Introducing a Dog into a Cat Household

Puppies and kittens that are raised together often will grow up as friends, not knowing that they’re not supposed to get along. Many times, however, you may want or need to add a dog to a household with cats, or vice-versa.

A general rule for the easiest integration is that the new animal should be younger and of the opposite sex, even between dogs and cats. It may be easier to bring in a puppy to a cat household, as the puppy won’t be as big or as threatening as a dog, and may not think of a cat as something to chase. On the other hand, an active, playful puppy may be more annoying or frightening to an adult cat than would be an adult dog that behaved calmly around cats. Shelters and rescue groups usually can tell you if a dog or cat is comfortable with the other species.

Also know that certain breeds of dogs are less likely to be safe around cats. This includes terriers and sight hounds (due to a stronger prey drive), and herding breeds (who may nip at the cats’ heels, trying to herd them). Many breed rescue groups will test whether these dogs are “cat safe,” but think carefully and go slowly with the introductions. Generally safe are hounds (such as beagles and bassets – who readily will accept the cat as a member of the “pack”) and bird dogs or retrievers (bred to have a “soft mouth” and not to hurt anything). The same tendencies apply to mixed breeds with these ancestries. Of course, each animal is an individual and may behave differently.

General Steps

* Make sure that the new animal will not be exposing the resident to fleas, worms, or other parasites. Get a vet check-up for the new animal before it is introduced to the resident animals.

* The cat’s first reaction is likely going to be to hiss and/or to run. This is normal.

* If your dog is not obedience-trained, start immediately. Particularly important are the commands “sit,” “stay,” and “leave it.”

* Supervise all interactions, keeping the dog on a leash, until you are certain that he is cat-safe. If the dog starts to chase the cat or is at all aggressive, give a quick jerk on the leash, and use the “sit” or “leave it” commands. Praise the dog (or give a treat) the instant he complies and stops trying to get to the cat.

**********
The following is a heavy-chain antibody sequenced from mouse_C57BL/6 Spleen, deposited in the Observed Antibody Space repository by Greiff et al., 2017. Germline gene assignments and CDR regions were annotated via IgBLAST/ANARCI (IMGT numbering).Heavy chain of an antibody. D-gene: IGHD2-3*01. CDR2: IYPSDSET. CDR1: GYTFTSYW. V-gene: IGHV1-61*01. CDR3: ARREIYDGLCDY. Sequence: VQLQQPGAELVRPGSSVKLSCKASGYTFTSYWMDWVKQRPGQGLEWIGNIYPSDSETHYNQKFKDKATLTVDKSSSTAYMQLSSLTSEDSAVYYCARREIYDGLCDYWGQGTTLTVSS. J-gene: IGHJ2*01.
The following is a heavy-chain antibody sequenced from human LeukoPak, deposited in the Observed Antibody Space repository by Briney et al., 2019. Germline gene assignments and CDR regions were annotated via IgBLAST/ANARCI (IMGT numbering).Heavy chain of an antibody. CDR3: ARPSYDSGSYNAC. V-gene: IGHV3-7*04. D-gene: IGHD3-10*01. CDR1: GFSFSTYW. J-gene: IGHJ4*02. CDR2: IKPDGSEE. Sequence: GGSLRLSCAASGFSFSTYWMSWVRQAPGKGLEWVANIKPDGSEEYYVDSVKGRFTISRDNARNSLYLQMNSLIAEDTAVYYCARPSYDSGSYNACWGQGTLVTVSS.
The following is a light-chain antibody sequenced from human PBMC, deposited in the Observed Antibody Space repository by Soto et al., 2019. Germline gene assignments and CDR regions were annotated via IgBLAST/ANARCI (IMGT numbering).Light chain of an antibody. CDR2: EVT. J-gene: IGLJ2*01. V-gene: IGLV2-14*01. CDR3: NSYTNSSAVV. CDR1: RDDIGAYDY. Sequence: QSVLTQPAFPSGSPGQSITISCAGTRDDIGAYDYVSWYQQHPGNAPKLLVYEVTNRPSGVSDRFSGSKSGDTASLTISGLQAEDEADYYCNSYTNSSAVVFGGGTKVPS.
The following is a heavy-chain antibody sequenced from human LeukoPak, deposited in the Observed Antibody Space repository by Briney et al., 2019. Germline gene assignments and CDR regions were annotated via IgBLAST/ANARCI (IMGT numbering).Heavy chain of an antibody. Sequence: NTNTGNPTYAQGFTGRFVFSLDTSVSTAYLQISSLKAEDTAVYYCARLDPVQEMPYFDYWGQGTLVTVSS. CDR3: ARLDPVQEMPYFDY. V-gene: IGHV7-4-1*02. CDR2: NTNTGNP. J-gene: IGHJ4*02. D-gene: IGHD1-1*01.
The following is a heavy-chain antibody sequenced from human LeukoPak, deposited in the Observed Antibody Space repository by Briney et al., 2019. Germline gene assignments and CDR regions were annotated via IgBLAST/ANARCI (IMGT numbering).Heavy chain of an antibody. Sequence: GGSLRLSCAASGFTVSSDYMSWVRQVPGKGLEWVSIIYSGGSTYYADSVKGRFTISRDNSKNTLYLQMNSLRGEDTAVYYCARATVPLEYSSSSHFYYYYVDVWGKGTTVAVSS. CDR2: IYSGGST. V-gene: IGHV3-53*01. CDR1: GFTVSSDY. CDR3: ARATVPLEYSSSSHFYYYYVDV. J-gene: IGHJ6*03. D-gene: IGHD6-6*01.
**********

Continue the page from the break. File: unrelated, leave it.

* If you feel that the dog is behaving well after about an hour, let go of the leash, but be prepared to grab it or step on it if he starts after the cat.

* If the cat swats the dog on the nose, distract the dog with a toy; don’t punish the cat. Sometimes one swat is all it takes to establish the rules.

* Speak in a calm and soothing voice, using both animals’ names.

* Don’t punish either animal if there are accidents or spraying in the house. Simply clean it up, using an enzymatic cleanser, without comment.

* Create a safe place for the cat that the dog absolutely cannot access. For a small dog or puppy, this may mean a using baby gate, or it may be a cat door to a room. If you are adding a dog to a cat household, do this in advance, so that the cat has time to adjust to the new arrangements before having to adjust to the dog. Ideally, the cat will have an escape location in every room, even if it is just the top of a bookcase.

* It’s a good idea to put the cat’s litter box and food and water dishes in the safe area. Many dogs will eat cat feces, and if the dog ambushes the cat in the litter box, the cat may become afraid to use the box and go elsewhere. Also, cat food is too rich for dogs, and dog food lacks nutrients that are essential for cats’ eyesight and heart function, so each must have his own food.

* If the resident pet enjoyed a particular play time or other routine, maintain that.

The dog and cat may eventually become friends and playmates, or may simply share space peacefully. Recognizing the needs of each – and taking some extra time in the beginning – should help the process.

When It’s Time to Bring A Dog Into A Cat Household

* Make any necessary adjustments to the location of the cat’s food, water, and litter box in advance.

* If possible, give the dog some exercise (a walk) before bringing him in the house. This will calm him, and reduce the chance of accidents.

* Put the cats in a safe place, and let the dog roam the house for 30-45 minutes. Then put the dog in his crate or take him for a long walk, and let the cats out, to “meet” the dog first by smell. (If it is a puppy, you will probably have a place to confine him when you are out; have someone take him there while the cats explore.)

* If the dog is – or will be – crate-trained, let the cat approach the dog in the crate – don’t force this introduction or put the cat next to the crate. (Don’t force the cat to do anything.) You also can crate the dog if he starts to chase the cats; if you do this immediately, the dog will learn quickly. Don’t underestimate the value of crate-training, for a variety of reasons. (Also, dogs like to have a den of their own.)

* Consider attaching the dog’s leash to your belt for the first few days. This will ensure that the dog cannot chase the cats; will enable a quick correction if he starts to do so; will establish you as the “alpha dog,” as the dog must follow you everywhere; and is also a good way of bonding with the dog.

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